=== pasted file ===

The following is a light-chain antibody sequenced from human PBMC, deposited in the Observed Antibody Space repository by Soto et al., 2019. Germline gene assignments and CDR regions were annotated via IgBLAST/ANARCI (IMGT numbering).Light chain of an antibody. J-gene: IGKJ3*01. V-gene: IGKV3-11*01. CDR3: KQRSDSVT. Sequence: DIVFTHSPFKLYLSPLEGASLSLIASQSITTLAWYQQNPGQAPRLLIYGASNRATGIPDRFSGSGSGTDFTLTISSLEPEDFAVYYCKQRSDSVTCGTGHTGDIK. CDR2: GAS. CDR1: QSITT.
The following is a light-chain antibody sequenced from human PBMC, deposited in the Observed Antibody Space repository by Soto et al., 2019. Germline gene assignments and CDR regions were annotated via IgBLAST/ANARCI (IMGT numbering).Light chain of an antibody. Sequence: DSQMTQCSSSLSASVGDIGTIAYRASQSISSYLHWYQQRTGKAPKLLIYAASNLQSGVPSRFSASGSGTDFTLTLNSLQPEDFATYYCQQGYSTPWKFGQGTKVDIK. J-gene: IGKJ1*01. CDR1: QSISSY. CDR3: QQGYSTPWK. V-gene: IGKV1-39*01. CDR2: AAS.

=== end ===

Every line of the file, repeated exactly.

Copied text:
The following is a light-chain antibody sequenced from human PBMC, deposited in the Observed Antibody Space repository by Soto et al., 2019. Germline gene assignments and CDR regions were annotated via IgBLAST/ANARCI (IMGT numbering).Light chain of an antibody. J-gene: IGKJ3*01. V-gene: IGKV3-11*01. CDR3: KQRSDSVT. Sequence: DIVFTHSPFKLYLSPLEGASLSLIASQSITTLAWYQQNPGQAPRLLIYGASNRATGIPDRFSGSGSGTDFTLTISSLEPEDFAVYYCKQRSDSVTCGTGHTGDIK. CDR2: GAS. CDR1: QSITT.
The following is a light-chain antibody sequenced from human PBMC, deposited in the Observed Antibody Space repository by Soto et al., 2019. Germline gene assignments and CDR regions were annotated via IgBLAST/ANARCI (IMGT numbering).Light chain of an antibody. Sequence: DSQMTQCSSSLSASVGDIGTIAYRASQSISSYLHWYQQRTGKAPKLLIYAASNLQSGVPSRFSASGSGTDFTLTLNSLQPEDFATYYCQQGYSTPWKFGQGTKVDIK. J-gene: IGKJ1*01. CDR1: QSISSY. CDR3: QQGYSTPWK. V-gene: IGKV1-39*01. CDR2: AAS.